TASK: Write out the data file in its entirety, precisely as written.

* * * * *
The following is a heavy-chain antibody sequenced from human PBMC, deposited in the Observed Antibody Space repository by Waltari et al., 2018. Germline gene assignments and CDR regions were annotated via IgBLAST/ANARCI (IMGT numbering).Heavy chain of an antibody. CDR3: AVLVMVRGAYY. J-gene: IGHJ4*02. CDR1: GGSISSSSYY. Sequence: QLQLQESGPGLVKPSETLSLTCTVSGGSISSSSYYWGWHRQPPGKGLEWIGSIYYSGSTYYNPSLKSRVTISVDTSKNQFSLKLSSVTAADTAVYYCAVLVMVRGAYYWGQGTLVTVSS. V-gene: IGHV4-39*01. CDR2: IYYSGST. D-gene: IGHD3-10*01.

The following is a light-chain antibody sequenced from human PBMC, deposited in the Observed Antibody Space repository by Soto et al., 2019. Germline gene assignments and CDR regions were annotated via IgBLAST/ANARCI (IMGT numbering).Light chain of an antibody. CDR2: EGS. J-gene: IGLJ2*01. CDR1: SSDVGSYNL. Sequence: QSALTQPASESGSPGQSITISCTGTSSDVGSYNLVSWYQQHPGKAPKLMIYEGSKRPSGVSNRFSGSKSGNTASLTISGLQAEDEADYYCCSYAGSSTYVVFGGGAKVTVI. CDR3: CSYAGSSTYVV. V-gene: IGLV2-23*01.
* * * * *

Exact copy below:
The following is a heavy-chain antibody sequenced from human PBMC, deposited in the Observed Antibody Space repository by Waltari et al., 2018. Germline gene assignments and CDR regions were annotated via IgBLAST/ANARCI (IMGT numbering).Heavy chain of an antibody. CDR3: AVLVMVRGAYY. J-gene: IGHJ4*02. CDR1: GGSISSSSYY. Sequence: QLQLQESGPGLVKPSETLSLTCTVSGGSISSSSYYWGWHRQPPGKGLEWIGSIYYSGSTYYNPSLKSRVTISVDTSKNQFSLKLSSVTAADTAVYYCAVLVMVRGAYYWGQGTLVTVSS. V-gene: IGHV4-39*01. CDR2: IYYSGST. D-gene: IGHD3-10*01.

The following is a light-chain antibody sequenced from human PBMC, deposited in the Observed Antibody Space repository by Soto et al., 2019. Germline gene assignments and CDR regions were annotated via IgBLAST/ANARCI (IMGT numbering).Light chain of an antibody. CDR2: EGS. J-gene: IGLJ2*01. CDR1: SSDVGSYNL. Sequence: QSALTQPASESGSPGQSITISCTGTSSDVGSYNLVSWYQQHPGKAPKLMIYEGSKRPSGVSNRFSGSKSGNTASLTISGLQAEDEADYYCCSYAGSSTYVVFGGGAKVTVI. CDR3: CSYAGSSTYVV. V-gene: IGLV2-23*01.